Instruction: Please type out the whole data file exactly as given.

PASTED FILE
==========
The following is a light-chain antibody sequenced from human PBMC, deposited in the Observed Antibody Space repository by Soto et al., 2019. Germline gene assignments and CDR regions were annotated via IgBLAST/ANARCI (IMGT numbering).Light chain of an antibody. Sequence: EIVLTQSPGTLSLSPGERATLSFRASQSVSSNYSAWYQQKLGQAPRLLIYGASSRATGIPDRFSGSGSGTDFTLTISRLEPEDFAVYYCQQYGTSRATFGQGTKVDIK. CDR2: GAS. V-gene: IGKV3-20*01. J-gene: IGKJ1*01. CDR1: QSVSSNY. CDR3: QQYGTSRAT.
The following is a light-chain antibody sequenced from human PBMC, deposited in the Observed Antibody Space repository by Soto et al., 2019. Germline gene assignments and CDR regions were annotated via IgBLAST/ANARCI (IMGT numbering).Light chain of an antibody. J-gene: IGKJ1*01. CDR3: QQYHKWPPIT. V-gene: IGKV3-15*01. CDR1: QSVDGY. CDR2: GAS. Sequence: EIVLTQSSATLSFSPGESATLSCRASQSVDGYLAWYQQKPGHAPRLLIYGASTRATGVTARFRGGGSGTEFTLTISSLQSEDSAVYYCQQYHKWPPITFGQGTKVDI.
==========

The following is a light-chain antibody sequenced from human PBMC, deposited in the Observed Antibody Space repository by Soto et al., 2019. Germline gene assignments and CDR regions were annotated via IgBLAST/ANARCI (IMGT numbering).Light chain of an antibody. Sequence: EIVLTQSPGTLSLSPGERATLSFRASQSVSSNYSAWYQQKLGQAPRLLIYGASSRATGIPDRFSGSGSGTDFTLTISRLEPEDFAVYYCQQYGTSRATFGQGTKVDIK. CDR2: GAS. V-gene: IGKV3-20*01. J-gene: IGKJ1*01. CDR1: QSVSSNY. CDR3: QQYGTSRAT.
The following is a light-chain antibody sequenced from human PBMC, deposited in the Observed Antibody Space repository by Soto et al., 2019. Germline gene assignments and CDR regions were annotated via IgBLAST/ANARCI (IMGT numbering).Light chain of an antibody. J-gene: IGKJ1*01. CDR3: QQYHKWPPIT. V-gene: IGKV3-15*01. CDR1: QSVDGY. CDR2: GAS. Sequence: EIVLTQSSATLSFSPGESATLSCRASQSVDGYLAWYQQKPGHAPRLLIYGASTRATGVTARFRGGGSGTEFTLTISSLQSEDSAVYYCQQYHKWPPITFGQGTKVDI.